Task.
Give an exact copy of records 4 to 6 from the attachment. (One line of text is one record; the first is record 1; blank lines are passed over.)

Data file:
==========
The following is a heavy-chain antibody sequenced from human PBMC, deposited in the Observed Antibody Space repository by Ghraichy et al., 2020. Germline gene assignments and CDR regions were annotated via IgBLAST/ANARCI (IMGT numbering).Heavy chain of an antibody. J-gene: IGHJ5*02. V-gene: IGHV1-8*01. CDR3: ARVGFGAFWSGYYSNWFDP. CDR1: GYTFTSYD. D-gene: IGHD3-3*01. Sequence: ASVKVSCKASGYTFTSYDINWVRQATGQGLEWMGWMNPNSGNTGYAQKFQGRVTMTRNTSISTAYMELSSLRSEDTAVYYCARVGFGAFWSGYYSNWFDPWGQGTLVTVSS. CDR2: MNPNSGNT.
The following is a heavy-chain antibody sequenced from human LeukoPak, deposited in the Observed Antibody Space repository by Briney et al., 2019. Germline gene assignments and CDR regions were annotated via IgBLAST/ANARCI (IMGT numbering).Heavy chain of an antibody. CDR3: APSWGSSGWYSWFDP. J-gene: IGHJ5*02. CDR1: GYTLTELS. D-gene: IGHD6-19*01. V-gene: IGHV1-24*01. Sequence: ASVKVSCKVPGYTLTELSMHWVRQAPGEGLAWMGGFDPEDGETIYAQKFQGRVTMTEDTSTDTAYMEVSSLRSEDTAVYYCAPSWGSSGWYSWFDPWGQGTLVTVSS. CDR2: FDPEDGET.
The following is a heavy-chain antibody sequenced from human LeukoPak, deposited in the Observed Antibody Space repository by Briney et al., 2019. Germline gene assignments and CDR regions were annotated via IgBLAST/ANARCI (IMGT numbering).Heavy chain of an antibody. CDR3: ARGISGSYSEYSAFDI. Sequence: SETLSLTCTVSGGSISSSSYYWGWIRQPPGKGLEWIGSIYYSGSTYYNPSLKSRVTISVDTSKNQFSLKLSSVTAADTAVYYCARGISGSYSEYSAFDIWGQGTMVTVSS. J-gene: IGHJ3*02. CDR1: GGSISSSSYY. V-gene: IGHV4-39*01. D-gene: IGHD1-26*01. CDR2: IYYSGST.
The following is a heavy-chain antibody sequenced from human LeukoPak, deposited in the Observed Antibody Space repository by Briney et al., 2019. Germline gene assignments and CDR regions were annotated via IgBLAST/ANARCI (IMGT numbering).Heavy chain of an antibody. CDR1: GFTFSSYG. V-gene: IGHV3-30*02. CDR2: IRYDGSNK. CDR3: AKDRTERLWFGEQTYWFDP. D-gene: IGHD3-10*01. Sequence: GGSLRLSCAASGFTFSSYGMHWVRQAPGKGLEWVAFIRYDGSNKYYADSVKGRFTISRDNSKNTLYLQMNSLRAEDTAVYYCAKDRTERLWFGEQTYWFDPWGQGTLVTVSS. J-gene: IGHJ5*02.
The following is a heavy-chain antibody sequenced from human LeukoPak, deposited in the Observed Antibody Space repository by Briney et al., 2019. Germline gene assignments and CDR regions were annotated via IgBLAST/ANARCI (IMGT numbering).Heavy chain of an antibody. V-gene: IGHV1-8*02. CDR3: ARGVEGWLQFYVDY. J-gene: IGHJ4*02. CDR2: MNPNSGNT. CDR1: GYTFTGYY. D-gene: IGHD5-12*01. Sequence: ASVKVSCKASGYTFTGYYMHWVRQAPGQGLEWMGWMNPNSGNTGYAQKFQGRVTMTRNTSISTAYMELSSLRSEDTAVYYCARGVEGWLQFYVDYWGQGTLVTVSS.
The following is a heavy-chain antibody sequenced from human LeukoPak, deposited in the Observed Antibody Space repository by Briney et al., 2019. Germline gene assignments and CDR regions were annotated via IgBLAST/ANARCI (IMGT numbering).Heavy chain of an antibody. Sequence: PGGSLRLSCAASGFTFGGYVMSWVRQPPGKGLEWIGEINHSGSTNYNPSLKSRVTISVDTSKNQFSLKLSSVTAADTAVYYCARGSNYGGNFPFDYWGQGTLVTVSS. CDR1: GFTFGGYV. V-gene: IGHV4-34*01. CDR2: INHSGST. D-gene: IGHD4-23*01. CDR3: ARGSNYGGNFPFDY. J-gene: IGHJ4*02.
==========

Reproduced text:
The following is a heavy-chain antibody sequenced from human LeukoPak, deposited in the Observed Antibody Space repository by Briney et al., 2019. Germline gene assignments and CDR regions were annotated via IgBLAST/ANARCI (IMGT numbering).Heavy chain of an antibody. CDR1: GFTFSSYG. V-gene: IGHV3-30*02. CDR2: IRYDGSNK. CDR3: AKDRTERLWFGEQTYWFDP. D-gene: IGHD3-10*01. Sequence: GGSLRLSCAASGFTFSSYGMHWVRQAPGKGLEWVAFIRYDGSNKYYADSVKGRFTISRDNSKNTLYLQMNSLRAEDTAVYYCAKDRTERLWFGEQTYWFDPWGQGTLVTVSS. J-gene: IGHJ5*02.
The following is a heavy-chain antibody sequenced from human LeukoPak, deposited in the Observed Antibody Space repository by Briney et al., 2019. Germline gene assignments and CDR regions were annotated via IgBLAST/ANARCI (IMGT numbering).Heavy chain of an antibody. V-gene: IGHV1-8*02. CDR3: ARGVEGWLQFYVDY. J-gene: IGHJ4*02. CDR2: MNPNSGNT. CDR1: GYTFTGYY. D-gene: IGHD5-12*01. Sequence: ASVKVSCKASGYTFTGYYMHWVRQAPGQGLEWMGWMNPNSGNTGYAQKFQGRVTMTRNTSISTAYMELSSLRSEDTAVYYCARGVEGWLQFYVDYWGQGTLVTVSS.
The following is a heavy-chain antibody sequenced from human LeukoPak, deposited in the Observed Antibody Space repository by Briney et al., 2019. Germline gene assignments and CDR regions were annotated via IgBLAST/ANARCI (IMGT numbering).Heavy chain of an antibody. Sequence: PGGSLRLSCAASGFTFGGYVMSWVRQPPGKGLEWIGEINHSGSTNYNPSLKSRVTISVDTSKNQFSLKLSSVTAADTAVYYCARGSNYGGNFPFDYWGQGTLVTVSS. CDR1: GFTFGGYV. V-gene: IGHV4-34*01. CDR2: INHSGST. D-gene: IGHD4-23*01. CDR3: ARGSNYGGNFPFDY. J-gene: IGHJ4*02.